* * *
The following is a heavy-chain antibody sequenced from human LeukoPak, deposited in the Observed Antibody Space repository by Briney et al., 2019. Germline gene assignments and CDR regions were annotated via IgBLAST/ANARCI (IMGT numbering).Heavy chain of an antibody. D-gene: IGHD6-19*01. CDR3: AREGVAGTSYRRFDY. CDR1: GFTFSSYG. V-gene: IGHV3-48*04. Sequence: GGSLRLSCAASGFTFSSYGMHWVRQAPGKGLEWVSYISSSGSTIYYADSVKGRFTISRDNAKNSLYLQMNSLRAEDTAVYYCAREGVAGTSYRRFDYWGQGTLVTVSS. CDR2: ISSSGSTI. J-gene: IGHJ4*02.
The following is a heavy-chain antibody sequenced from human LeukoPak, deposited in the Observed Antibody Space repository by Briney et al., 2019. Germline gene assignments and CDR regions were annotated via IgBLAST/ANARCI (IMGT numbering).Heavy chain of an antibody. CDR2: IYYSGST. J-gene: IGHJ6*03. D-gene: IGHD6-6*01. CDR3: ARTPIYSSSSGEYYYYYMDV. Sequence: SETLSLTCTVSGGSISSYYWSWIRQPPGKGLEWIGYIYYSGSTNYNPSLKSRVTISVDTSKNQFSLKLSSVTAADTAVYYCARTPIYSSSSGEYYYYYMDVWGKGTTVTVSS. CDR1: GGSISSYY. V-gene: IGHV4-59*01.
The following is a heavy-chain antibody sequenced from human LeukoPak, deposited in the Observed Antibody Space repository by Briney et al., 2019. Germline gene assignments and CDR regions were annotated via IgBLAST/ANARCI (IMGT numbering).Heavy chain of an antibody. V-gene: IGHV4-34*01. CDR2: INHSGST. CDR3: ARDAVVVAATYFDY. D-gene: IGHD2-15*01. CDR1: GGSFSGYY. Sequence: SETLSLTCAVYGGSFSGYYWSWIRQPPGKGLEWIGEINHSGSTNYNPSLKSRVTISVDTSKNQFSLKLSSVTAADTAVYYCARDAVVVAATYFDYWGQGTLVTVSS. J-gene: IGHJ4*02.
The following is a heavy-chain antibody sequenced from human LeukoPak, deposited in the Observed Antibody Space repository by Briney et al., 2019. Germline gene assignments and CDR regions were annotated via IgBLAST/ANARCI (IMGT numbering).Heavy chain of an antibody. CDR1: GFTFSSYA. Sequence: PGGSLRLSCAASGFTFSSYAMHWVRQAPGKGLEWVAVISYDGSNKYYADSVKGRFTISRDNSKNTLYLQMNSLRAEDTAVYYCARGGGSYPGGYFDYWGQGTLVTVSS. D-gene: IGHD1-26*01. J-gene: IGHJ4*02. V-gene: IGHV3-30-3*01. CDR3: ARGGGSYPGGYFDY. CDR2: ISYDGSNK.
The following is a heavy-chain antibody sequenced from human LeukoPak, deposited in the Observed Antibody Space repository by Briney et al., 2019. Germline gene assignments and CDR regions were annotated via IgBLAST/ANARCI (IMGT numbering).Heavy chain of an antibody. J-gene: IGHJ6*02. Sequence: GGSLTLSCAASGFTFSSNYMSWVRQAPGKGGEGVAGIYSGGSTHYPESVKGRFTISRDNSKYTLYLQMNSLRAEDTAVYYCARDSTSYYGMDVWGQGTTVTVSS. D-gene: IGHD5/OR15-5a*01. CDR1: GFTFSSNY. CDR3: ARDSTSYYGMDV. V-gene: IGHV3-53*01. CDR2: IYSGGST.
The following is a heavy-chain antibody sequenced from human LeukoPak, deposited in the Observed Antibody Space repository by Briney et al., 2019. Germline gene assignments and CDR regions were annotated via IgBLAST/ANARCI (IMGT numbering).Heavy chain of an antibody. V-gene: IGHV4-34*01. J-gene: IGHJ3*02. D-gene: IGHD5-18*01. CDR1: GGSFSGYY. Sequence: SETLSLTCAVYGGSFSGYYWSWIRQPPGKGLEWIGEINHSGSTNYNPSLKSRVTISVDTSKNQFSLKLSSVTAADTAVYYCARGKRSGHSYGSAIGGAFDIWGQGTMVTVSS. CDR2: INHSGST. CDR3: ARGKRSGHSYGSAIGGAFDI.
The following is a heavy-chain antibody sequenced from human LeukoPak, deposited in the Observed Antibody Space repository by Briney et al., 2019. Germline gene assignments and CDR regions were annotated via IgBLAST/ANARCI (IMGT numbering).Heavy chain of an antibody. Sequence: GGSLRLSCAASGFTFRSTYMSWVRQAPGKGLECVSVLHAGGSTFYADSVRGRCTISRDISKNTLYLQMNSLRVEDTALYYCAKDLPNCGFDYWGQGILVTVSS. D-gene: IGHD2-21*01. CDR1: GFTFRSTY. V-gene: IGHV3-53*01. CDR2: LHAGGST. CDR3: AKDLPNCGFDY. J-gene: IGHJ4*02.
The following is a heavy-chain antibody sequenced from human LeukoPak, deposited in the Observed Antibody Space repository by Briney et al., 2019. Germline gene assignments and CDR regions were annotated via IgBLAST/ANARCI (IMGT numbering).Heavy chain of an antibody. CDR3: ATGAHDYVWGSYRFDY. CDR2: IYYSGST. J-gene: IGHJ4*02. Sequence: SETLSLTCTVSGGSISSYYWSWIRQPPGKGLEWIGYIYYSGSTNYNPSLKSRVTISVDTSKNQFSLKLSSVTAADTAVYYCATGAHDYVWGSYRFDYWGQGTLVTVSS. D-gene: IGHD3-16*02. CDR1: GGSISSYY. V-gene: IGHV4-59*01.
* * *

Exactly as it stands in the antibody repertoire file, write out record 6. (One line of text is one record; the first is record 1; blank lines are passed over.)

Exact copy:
The following is a heavy-chain antibody sequenced from human LeukoPak, deposited in the Observed Antibody Space repository by Briney et al., 2019. Germline gene assignments and CDR regions were annotated via IgBLAST/ANARCI (IMGT numbering).Heavy chain of an antibody. V-gene: IGHV4-34*01. J-gene: IGHJ3*02. D-gene: IGHD5-18*01. CDR1: GGSFSGYY. Sequence: SETLSLTCAVYGGSFSGYYWSWIRQPPGKGLEWIGEINHSGSTNYNPSLKSRVTISVDTSKNQFSLKLSSVTAADTAVYYCARGKRSGHSYGSAIGGAFDIWGQGTMVTVSS. CDR2: INHSGST. CDR3: ARGKRSGHSYGSAIGGAFDI.